Related Article: Commercial Crime Coverage Analysis


Note: The changes described below apply to CR 00 20, CR 00 21, CR 00 22, CR 00 23, CR 00 24, CR 00 25, CR 00 26 and CR 00 27. All of the changes that are applicable to only the Employee Theft and Forgery insuring agreements also apply to CR 00 28, CR 00 29, CR 00 30 and CR 00 31.

Additions to Exclusions

The following exclusion is added:

  1. Virtual Currency

All coverage for virtual currency is eliminated. The exclusion also provides a definition of virtual currency.

Changes to Exclusions

The following exclusion is amended

  1. d. Confidential or Personal Information

This exclusion was substantially changed in the 08 13 edition and this 11 15 change appears to be more of a consolidation of understanding or correction than an actual change. The exclusion is now divided into two parts. The first part addresses the exclusion as it relates to other persons’ or organizations’ information while the second part addresses the named insured’s information.

The change in this exclusion is in regards to only the named insured’s information. The disclosure of the information remains excluded but a loss resulting from the use of such information is not.

Changes to Conditions

1.h. Joint Insured is changed to add the positions of manager, director or trustee to the list of positions whose knowledge is considered shared knowledge to all within the joint insured.

Changes to Definitions

The 11 15 edition changed the following definitions:

  1. Financial Institution is revised to add an additional paragraph that the definition of financial institution is an open-ended “any” financial institution for all insuring agreements except for A.3. Inside the Premises–Theft of Money and Securities and A.6. Computer and Funds Transfer Fraud.
  2. Financial institutions premises is revised to emphasis that it applies only to insuring agreement A.3.
  3. Transfer account is revised to eliminate telegraphic, cable and teletype of modes of transfer because they are no longer used.


The following endorsements are added:

CR 04 17–Fraudulent Impersonation is a new insuring agreement. It fills a significant coverage gap that is created by the Transfer or Surrender of Property exclusion. Coverage is available when a loss occurs because property is transfer outside the premises based on transfer instructions that were not authorized.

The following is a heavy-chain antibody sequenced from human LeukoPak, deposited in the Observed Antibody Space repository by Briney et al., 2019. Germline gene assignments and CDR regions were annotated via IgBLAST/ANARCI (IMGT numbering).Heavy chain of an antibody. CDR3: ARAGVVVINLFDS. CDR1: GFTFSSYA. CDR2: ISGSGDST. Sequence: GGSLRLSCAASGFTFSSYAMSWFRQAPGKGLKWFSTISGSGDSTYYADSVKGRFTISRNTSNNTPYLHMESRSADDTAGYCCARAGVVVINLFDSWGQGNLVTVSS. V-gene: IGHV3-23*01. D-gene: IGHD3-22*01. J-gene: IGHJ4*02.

CR 25 45–Include Virtual Currency as Money is a new endorsement that can be used with only the Employee Theft and Computer and Funds Transfer Fraud insuring agreements to cover loss of virtual currency. The endorsement rewrites the virtual currency exclusion, explains how a loss will be valued and revised certain definitions.

CR 25 46–Include Virtual Currency as Money is very similar to CR 25 45 except that it applies to only the Employee Theft insuring agreement.


  2. These exclusions apply to all insuring agreements unless stated otherwise.
  3. Confidential or Personal Information (11 15 changes)

The insurance company does not pay for loss that result from either of the following:

(1) Disclosing another person’s or organization’s confidential or personal information. It also does not pay for loss resulting from any use of such information.

 Example: Marguerite works in Acme College’s Record’s Department. Her boyfriend, Phillip, asks for some information about his roommate, Paul, and uses it to steal Paul’s identity. Paul discovers the identity theft when he attempts to secure a student loan. The police track the release of information to Phillip and Marguerite, both of whom have left town. Paul demands that Acme compensate him for the monetary loss due to Marguerite’s actions. One reason the crime coverage written on Acme College does not respond is because of this exclusion.

 (2) Disclosing the named insured’s confidential or personal information.  However, this exclusion does not apply to coverage that is available in certain insuring agreement when such information is used for dishonest acts.

Examples of such confidential or personal information mentioned in this exclusion are patents, trade secrets, customer lists, processing methods, credit card information, financial information, health information, or any other kind of information that is generally not available to the public. These are only examples and are not meant to restrict the term confidential or personal information.